The Staff Canteen team are taking a different approach to keeping our website independent and delivering content free from commercial influence. Our Editorial team have a critical role to play in informing and supporting our audience in a balanced way. We would never put up a paywall and restrict access – The Staff Canteen is open to all and we want to keep bringing you the content you want; more from younger chefs, more on mental health, more tips and industry knowledge, more recipes and more videos. We need your support right now, more than ever, to keep The Staff Canteen active. Without your financial contributions this would not be possible.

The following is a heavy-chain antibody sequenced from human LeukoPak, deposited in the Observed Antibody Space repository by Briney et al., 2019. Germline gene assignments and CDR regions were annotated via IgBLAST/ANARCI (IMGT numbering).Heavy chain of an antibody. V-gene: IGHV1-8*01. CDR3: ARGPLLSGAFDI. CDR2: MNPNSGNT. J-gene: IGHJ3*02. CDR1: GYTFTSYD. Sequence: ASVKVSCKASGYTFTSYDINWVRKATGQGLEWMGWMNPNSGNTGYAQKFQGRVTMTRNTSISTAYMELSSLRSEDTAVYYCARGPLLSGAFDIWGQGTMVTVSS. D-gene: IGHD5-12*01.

Over the last 12 years, The Staff Canteen has built what has become the go-to platform for chefs and hospitality professionals. As members and visitors, your daily support has made The Staff Canteen what it is today. Our features and videos from the world’s biggest name chefs are something we are proud of. We have over 500,000 followers across Facebook, Twitter, Instagram, YouTube and other social channels, each connecting with chefs across the world. Our editorial and social media team are creating and delivering engaging content every day, to support you and the whole sector - we want to do more for you.

A single coffee is more than £2, a beer is £4.50 and a large glass of wine can be £6 or more.

Support The Staff Canteen from as little as £1 today. Thank you.

The  Staff Canteen

The Staff Canteen

Editor 21st March 2012

Scott Fricker, Midsummer House, Cambridge